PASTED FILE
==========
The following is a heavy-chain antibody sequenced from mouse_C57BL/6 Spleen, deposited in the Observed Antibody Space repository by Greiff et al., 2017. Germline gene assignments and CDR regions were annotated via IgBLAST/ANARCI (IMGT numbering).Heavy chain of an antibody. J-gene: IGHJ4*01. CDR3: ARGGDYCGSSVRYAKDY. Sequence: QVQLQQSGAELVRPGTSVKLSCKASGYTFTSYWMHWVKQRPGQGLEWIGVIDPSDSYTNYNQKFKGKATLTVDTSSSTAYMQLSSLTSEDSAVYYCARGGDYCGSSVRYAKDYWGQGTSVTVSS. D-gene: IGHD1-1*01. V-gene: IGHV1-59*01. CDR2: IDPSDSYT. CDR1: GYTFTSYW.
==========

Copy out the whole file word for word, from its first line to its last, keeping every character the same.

The following is a heavy-chain antibody sequenced from mouse_C57BL/6 Spleen, deposited in the Observed Antibody Space repository by Greiff et al., 2017. Germline gene assignments and CDR regions were annotated via IgBLAST/ANARCI (IMGT numbering).Heavy chain of an antibody. J-gene: IGHJ4*01. CDR3: ARGGDYCGSSVRYAKDY. Sequence: QVQLQQSGAELVRPGTSVKLSCKASGYTFTSYWMHWVKQRPGQGLEWIGVIDPSDSYTNYNQKFKGKATLTVDTSSSTAYMQLSSLTSEDSAVYYCARGGDYCGSSVRYAKDYWGQGTSVTVSS. D-gene: IGHD1-1*01. V-gene: IGHV1-59*01. CDR2: IDPSDSYT. CDR1: GYTFTSYW.